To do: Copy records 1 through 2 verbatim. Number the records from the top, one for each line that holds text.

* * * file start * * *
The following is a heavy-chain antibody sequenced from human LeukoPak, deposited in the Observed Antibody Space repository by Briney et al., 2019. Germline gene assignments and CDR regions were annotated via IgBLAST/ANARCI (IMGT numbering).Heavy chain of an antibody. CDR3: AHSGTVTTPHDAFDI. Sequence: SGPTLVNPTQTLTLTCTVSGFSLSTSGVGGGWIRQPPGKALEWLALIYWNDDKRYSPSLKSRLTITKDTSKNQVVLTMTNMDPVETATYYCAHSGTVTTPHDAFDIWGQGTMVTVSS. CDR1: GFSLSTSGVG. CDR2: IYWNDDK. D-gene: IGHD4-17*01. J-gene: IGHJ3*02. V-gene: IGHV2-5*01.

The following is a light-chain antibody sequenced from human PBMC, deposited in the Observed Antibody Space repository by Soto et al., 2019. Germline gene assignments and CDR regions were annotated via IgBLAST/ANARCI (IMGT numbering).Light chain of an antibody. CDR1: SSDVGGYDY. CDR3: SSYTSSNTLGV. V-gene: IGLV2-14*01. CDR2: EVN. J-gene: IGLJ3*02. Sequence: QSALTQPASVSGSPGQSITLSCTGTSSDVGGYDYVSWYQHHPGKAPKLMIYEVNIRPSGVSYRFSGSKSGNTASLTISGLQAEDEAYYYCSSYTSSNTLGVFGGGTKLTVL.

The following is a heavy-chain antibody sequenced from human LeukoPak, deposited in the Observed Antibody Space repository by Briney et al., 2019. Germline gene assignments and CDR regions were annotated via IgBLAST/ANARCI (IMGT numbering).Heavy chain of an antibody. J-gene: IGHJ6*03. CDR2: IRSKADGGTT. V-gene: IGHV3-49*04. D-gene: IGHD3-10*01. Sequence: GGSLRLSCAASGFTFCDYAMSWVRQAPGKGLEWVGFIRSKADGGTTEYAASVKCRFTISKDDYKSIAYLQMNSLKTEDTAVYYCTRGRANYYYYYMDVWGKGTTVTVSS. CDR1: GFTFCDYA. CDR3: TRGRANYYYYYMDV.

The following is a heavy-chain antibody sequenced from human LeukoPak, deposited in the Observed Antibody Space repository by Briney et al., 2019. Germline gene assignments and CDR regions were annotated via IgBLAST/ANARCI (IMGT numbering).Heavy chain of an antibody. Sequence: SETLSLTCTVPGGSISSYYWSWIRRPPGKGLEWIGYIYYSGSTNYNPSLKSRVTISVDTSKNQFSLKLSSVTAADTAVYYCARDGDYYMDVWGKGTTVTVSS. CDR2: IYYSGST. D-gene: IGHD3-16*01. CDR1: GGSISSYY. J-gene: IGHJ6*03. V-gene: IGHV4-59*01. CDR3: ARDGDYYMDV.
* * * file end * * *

The following is a heavy-chain antibody sequenced from human LeukoPak, deposited in the Observed Antibody Space repository by Briney et al., 2019. Germline gene assignments and CDR regions were annotated via IgBLAST/ANARCI (IMGT numbering).Heavy chain of an antibody. CDR3: AHSGTVTTPHDAFDI. Sequence: SGPTLVNPTQTLTLTCTVSGFSLSTSGVGGGWIRQPPGKALEWLALIYWNDDKRYSPSLKSRLTITKDTSKNQVVLTMTNMDPVETATYYCAHSGTVTTPHDAFDIWGQGTMVTVSS. CDR1: GFSLSTSGVG. CDR2: IYWNDDK. D-gene: IGHD4-17*01. J-gene: IGHJ3*02. V-gene: IGHV2-5*01.

The following is a light-chain antibody sequenced from human PBMC, deposited in the Observed Antibody Space repository by Soto et al., 2019. Germline gene assignments and CDR regions were annotated via IgBLAST/ANARCI (IMGT numbering).Light chain of an antibody. CDR1: SSDVGGYDY. CDR3: SSYTSSNTLGV. V-gene: IGLV2-14*01. CDR2: EVN. J-gene: IGLJ3*02. Sequence: QSALTQPASVSGSPGQSITLSCTGTSSDVGGYDYVSWYQHHPGKAPKLMIYEVNIRPSGVSYRFSGSKSGNTASLTISGLQAEDEAYYYCSSYTSSNTLGVFGGGTKLTVL.